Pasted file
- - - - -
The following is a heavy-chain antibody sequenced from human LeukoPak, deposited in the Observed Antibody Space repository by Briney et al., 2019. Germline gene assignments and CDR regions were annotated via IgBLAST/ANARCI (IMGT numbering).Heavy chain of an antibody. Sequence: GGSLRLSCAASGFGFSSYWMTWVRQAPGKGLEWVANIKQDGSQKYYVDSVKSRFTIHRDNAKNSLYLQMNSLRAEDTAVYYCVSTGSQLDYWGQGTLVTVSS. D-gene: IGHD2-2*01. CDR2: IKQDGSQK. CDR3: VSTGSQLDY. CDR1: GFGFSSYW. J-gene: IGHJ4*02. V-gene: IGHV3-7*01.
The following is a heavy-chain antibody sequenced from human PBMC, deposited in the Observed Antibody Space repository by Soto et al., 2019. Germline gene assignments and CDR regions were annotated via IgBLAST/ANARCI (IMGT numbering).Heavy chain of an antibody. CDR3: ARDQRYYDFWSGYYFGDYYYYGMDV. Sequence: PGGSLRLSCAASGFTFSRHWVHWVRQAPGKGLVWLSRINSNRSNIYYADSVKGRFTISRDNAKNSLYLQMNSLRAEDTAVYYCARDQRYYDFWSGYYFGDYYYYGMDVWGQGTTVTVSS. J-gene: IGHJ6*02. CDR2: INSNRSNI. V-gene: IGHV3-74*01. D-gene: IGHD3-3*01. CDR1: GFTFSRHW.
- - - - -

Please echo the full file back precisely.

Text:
The following is a heavy-chain antibody sequenced from human LeukoPak, deposited in the Observed Antibody Space repository by Briney et al., 2019. Germline gene assignments and CDR regions were annotated via IgBLAST/ANARCI (IMGT numbering).Heavy chain of an antibody. Sequence: GGSLRLSCAASGFGFSSYWMTWVRQAPGKGLEWVANIKQDGSQKYYVDSVKSRFTIHRDNAKNSLYLQMNSLRAEDTAVYYCVSTGSQLDYWGQGTLVTVSS. D-gene: IGHD2-2*01. CDR2: IKQDGSQK. CDR3: VSTGSQLDY. CDR1: GFGFSSYW. J-gene: IGHJ4*02. V-gene: IGHV3-7*01.
The following is a heavy-chain antibody sequenced from human PBMC, deposited in the Observed Antibody Space repository by Soto et al., 2019. Germline gene assignments and CDR regions were annotated via IgBLAST/ANARCI (IMGT numbering).Heavy chain of an antibody. CDR3: ARDQRYYDFWSGYYFGDYYYYGMDV. Sequence: PGGSLRLSCAASGFTFSRHWVHWVRQAPGKGLVWLSRINSNRSNIYYADSVKGRFTISRDNAKNSLYLQMNSLRAEDTAVYYCARDQRYYDFWSGYYFGDYYYYGMDVWGQGTTVTVSS. J-gene: IGHJ6*02. CDR2: INSNRSNI. V-gene: IGHV3-74*01. D-gene: IGHD3-3*01. CDR1: GFTFSRHW.